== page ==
SAID IN SPANISH: Mexicans Continue To Bash Trump, Meddle In The U.S.—But They’re Also Preparing For Deportees
Sunday February 12th was a national Anti-Trump Day in Mexico.
Well, actually every day is, but this one was special: there were anti-Trump marches throughout the country.
Just think about that a moment. Thousands of people in one country are protesting the head of state in another country—for enforcing the laws of that country.
Of course, since it’s the immigration law of the U.S., that’s objectionable to Mexico.
So, there they were in Mexico, marching on the streets of 18 cities including the capital, Mexico City, where 20,000 marched against Trump. Another 10,000 marched in Guadalajara.
The marches, according to Mexico’s Excelsior, “inundated the streets….to demonstrate patriotic pride and to call for respect for the rights of the illegal Mexican immigrants in the United States, that Trump wants to deport.” [Al grito ‘¡Puentes, no muros!’, en 17 estados marchan contra Trump (Feb. 12, 2017)].
Gabriela Torres, one of the demonstrators, was quoted saying the goal was “to send a message to the President of the United States that we are angry, that we have been insulted, that he is abusive and shows no respect. “
There were signs reading Puentes, no muros [“Bridges not walls”], Los trabajadores mexicanos han ayudado a construir EU [“Mexican workers have helped to construct the United States”, and even “Make Mexico Great Again”.
There were protesters who identified Trump with Hitler—and even (you’ve not seen this in America) the Antichrist.
The march arrived to the Angel of Independence monument, where, accompanied by a band, demonstrators sang the Mexican national anthem.
Also at the monument was a wall built of cardboard boxes with words like racismo, homofobia, discriminación, miedo, intolerancia and exclusión written on them. Then, of course. the wall was symbolically disassembled.
Writing on a symbolic wall, referring to Donald Trump's stance on immigration, includes phrases such as violations of human rights, discrimination and xenophobia, on Sunday in Mexico City during the Citizen's March for the Respect of Mexico (la Marcha Ciudadana por el Respeto para México), a peaceful protest to both celebrate the pride of being Mexican, and to "defend Mexico and Mexicans against the threats of the Trump government." This is Ryan Christopher Jones (@ryanchristopherjones), a New York-based photographer sharing scenes from Mexico City during Sunday's march. Photo: Ryan Christopher Jones (@ryanchristopherjones) for The Intercept #Mexico #CitizensMarch #vibramexico
The day before the marches in Mexico, a meeting was held in Phoenix AZ between a group of elite Mexicans, including longtime Open borders booster and former foreign minister Jorge Castaneda (right) and a group of illegal aliens.
Think about that for a moment: there they were, on U.S. soil, openly discussing their plan to sabotage the Trump administration’s attempt to enforce the law.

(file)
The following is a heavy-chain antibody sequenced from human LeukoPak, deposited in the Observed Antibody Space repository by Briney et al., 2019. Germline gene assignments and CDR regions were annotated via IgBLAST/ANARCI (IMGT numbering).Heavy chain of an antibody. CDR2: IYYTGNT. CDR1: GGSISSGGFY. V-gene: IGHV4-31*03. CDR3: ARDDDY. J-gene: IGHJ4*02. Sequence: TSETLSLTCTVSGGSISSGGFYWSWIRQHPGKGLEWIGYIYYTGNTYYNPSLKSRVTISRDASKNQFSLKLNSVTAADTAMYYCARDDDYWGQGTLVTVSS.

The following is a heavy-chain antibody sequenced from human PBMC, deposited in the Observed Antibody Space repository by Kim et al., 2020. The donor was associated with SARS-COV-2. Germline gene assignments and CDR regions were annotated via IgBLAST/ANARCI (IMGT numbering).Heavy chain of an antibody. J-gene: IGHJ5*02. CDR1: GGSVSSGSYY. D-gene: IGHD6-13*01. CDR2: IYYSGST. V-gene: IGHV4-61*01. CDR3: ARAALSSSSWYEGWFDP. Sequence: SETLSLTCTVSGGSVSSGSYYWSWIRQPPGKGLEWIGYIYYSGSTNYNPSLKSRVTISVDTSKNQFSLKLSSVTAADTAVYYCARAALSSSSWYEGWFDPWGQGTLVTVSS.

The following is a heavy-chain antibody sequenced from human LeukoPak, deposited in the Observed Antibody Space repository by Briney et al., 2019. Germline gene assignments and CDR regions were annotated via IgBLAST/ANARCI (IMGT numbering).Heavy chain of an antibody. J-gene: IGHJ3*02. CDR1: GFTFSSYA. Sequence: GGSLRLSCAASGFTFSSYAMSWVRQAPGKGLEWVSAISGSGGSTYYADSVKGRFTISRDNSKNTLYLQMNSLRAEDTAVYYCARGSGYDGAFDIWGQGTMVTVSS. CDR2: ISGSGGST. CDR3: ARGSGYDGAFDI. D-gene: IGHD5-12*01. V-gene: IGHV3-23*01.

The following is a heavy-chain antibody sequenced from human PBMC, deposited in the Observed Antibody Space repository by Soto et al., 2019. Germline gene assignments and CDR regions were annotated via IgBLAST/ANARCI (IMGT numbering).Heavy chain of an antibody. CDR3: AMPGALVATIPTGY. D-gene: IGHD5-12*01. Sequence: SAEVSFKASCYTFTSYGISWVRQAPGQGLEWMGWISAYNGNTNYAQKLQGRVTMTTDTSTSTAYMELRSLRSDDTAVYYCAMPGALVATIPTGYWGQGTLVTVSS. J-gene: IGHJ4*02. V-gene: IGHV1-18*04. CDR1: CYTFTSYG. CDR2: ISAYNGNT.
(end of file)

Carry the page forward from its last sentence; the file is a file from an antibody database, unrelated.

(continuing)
This was so blatant that even the Wall Street Journal noticed it. (Now, if only I could get the Trump administration to focus on Mexican meddling). Castaneda’s plan is to get so many illegal alien Mexicans in the immigration court system that the system would jam:
The proposal calls for ad campaigns advising migrants in the U.S. to take their cases to court and fight deportation if detained. “The backlog in the immigration system is tremendous,” said former Foreign Minister Jorge Castañeda. The idea is to double or triple the backlog, “until [U.S. President Donald] Trump desists in this stupid idea,” he added. Mr. Castañeda is part of a group of Mexican officials, legislators, governors and public figures planning to meet with migrant groups Saturday in Phoenix to lay out plans to confront the Trump administration’s deportation policy.
Mexicans Vow to Fight Trump by Jamming U.S. Courts by Jose de Cordoba and Santiago Perez, Feb. 10, 2017
The illegal aliens liked it:
All but one of about 50 undocumented Mexican migrants at a meeting Saturday indicated they would rather risk detention and long court battles in the U.S. than return to Mexico voluntarily. The majority of migrants at the meeting in Phoenix, which included Mexican officials, signaled in a show of hands that they were ready to fight deportation in U.S. courts.
“Even if that means detention for weeks?” asked former foreign minister Jorge Castaneda. “Even if it takes months,” shouted one woman. “Even if it takes years,” another yelled. “We are here to fight.”
Mexican Migrants Signal They Prefer Detention to Deportation, by Jose de Cordoba, Wall Street Journal, Feb. 12, 2017
Let me reiterate: this meeting was held in public on U.S. soil—and there were no repercussions. This is how Mexicans openly meddle without consequences. Does Donald Trump know about this?
Note that this Phoenix meeting was not officially sponsored by the Mexican government. But it didn’t have to be. The Mexican government has a vast consular network of 50 consulates on U.S. soil. And as the Wall Street Journal’s de Cordoba went on to report: